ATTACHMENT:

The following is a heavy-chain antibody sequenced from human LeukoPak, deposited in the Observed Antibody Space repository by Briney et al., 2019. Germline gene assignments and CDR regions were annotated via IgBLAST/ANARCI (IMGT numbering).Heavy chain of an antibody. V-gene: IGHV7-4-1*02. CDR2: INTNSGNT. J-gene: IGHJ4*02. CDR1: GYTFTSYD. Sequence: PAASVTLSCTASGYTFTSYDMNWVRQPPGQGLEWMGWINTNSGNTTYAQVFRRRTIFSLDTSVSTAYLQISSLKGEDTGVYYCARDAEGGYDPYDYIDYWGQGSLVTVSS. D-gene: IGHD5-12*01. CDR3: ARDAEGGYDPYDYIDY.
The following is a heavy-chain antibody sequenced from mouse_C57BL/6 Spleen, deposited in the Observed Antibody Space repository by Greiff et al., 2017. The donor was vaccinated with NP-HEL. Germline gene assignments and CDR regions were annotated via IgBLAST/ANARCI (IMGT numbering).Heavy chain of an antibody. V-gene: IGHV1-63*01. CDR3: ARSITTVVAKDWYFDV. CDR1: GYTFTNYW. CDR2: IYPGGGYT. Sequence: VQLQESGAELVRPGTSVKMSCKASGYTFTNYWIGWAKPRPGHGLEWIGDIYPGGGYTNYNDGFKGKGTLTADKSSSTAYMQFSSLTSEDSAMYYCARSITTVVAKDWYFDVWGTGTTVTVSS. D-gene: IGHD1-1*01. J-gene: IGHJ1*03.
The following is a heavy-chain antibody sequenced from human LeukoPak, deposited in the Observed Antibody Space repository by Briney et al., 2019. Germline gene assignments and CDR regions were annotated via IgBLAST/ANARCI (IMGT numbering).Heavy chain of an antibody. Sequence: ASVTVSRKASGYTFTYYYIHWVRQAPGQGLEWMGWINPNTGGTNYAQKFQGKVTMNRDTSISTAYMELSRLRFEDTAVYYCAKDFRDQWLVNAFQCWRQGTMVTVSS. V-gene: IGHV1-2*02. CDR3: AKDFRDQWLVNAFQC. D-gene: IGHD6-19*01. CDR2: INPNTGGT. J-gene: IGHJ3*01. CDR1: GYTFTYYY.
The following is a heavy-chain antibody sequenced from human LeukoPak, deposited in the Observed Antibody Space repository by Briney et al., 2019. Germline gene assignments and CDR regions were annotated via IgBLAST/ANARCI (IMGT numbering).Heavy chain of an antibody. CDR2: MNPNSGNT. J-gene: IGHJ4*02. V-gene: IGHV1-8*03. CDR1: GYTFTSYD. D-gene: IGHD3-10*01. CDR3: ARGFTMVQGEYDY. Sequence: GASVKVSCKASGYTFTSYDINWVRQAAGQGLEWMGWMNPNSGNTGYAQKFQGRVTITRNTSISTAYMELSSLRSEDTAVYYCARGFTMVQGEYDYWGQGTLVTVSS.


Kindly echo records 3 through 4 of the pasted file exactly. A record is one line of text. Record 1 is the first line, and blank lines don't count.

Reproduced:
The following is a heavy-chain antibody sequenced from human LeukoPak, deposited in the Observed Antibody Space repository by Briney et al., 2019. Germline gene assignments and CDR regions were annotated via IgBLAST/ANARCI (IMGT numbering).Heavy chain of an antibody. Sequence: ASVTVSRKASGYTFTYYYIHWVRQAPGQGLEWMGWINPNTGGTNYAQKFQGKVTMNRDTSISTAYMELSRLRFEDTAVYYCAKDFRDQWLVNAFQCWRQGTMVTVSS. V-gene: IGHV1-2*02. CDR3: AKDFRDQWLVNAFQC. D-gene: IGHD6-19*01. CDR2: INPNTGGT. J-gene: IGHJ3*01. CDR1: GYTFTYYY.
The following is a heavy-chain antibody sequenced from human LeukoPak, deposited in the Observed Antibody Space repository by Briney et al., 2019. Germline gene assignments and CDR regions were annotated via IgBLAST/ANARCI (IMGT numbering).Heavy chain of an antibody. CDR2: MNPNSGNT. J-gene: IGHJ4*02. V-gene: IGHV1-8*03. CDR1: GYTFTSYD. D-gene: IGHD3-10*01. CDR3: ARGFTMVQGEYDY. Sequence: GASVKVSCKASGYTFTSYDINWVRQAAGQGLEWMGWMNPNSGNTGYAQKFQGRVTITRNTSISTAYMELSSLRSEDTAVYYCARGFTMVQGEYDYWGQGTLVTVSS.